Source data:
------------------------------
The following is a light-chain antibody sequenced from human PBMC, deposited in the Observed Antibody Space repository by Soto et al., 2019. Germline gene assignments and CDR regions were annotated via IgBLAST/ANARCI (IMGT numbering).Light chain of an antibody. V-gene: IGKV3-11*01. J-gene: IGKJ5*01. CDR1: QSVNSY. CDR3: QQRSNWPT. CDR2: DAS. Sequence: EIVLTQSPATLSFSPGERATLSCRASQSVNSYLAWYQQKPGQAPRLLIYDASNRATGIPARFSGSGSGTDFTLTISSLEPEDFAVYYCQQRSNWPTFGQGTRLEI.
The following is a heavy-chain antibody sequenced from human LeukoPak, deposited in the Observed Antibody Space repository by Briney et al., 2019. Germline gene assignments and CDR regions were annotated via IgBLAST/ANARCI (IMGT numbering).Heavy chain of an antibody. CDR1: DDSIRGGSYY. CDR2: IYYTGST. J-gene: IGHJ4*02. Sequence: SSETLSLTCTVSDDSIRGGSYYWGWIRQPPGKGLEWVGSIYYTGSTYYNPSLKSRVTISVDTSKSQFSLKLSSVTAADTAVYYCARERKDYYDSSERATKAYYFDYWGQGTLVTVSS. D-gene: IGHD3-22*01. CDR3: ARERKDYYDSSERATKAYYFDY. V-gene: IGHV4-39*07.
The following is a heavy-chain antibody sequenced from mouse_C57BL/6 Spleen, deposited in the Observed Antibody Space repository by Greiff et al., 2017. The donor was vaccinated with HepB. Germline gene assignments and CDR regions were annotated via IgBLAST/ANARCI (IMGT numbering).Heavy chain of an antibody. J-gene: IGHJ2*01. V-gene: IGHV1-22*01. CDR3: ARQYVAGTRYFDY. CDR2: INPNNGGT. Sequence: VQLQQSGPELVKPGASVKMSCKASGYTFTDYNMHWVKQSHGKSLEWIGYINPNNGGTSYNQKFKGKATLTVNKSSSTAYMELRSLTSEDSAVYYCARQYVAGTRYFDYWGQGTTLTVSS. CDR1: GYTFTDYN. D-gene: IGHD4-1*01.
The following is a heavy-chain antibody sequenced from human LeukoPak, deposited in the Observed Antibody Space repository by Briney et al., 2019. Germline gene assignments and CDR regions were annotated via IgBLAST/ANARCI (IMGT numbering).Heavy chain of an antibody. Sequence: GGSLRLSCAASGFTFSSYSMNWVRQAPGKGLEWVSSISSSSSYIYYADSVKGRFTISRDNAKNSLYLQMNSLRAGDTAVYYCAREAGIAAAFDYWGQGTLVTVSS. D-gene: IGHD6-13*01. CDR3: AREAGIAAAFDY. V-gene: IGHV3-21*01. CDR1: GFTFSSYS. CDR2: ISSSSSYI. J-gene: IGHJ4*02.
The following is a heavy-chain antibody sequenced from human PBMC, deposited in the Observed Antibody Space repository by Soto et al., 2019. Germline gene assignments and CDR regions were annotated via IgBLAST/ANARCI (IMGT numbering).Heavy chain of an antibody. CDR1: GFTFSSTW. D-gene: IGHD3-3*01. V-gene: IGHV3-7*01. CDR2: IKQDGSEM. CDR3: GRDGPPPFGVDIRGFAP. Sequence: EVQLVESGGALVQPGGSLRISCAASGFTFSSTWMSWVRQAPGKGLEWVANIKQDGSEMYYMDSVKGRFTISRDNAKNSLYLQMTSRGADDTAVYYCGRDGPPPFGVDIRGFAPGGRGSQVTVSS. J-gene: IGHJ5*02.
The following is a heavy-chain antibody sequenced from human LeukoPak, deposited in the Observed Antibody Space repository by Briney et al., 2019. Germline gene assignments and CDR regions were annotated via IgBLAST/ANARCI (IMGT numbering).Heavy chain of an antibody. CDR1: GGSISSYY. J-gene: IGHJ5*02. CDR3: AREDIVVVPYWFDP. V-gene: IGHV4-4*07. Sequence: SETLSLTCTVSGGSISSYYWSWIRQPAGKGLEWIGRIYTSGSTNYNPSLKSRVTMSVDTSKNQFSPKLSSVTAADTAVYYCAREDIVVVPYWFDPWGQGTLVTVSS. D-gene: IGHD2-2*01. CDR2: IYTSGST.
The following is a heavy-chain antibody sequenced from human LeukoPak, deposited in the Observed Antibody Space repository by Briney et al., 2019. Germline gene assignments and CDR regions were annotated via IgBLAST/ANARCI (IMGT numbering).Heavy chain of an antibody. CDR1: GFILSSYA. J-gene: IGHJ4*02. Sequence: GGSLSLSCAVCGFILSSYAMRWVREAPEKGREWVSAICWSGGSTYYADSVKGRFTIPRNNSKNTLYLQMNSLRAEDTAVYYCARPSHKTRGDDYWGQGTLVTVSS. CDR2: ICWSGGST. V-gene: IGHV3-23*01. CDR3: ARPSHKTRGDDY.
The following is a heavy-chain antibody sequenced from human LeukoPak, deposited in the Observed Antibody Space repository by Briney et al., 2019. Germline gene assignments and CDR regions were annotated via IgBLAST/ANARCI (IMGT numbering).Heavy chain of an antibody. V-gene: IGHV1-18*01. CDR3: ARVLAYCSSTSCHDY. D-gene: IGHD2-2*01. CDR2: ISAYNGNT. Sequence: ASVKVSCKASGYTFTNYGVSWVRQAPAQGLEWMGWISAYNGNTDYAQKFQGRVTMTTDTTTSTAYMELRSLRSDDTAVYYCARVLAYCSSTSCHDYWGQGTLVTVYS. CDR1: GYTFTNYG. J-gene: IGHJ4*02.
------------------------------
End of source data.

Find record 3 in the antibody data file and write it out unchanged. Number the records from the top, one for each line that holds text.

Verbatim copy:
The following is a heavy-chain antibody sequenced from mouse_C57BL/6 Spleen, deposited in the Observed Antibody Space repository by Greiff et al., 2017. The donor was vaccinated with HepB. Germline gene assignments and CDR regions were annotated via IgBLAST/ANARCI (IMGT numbering).Heavy chain of an antibody. J-gene: IGHJ2*01. V-gene: IGHV1-22*01. CDR3: ARQYVAGTRYFDY. CDR2: INPNNGGT. Sequence: VQLQQSGPELVKPGASVKMSCKASGYTFTDYNMHWVKQSHGKSLEWIGYINPNNGGTSYNQKFKGKATLTVNKSSSTAYMELRSLTSEDSAVYYCARQYVAGTRYFDYWGQGTTLTVSS. CDR1: GYTFTDYN. D-gene: IGHD4-1*01.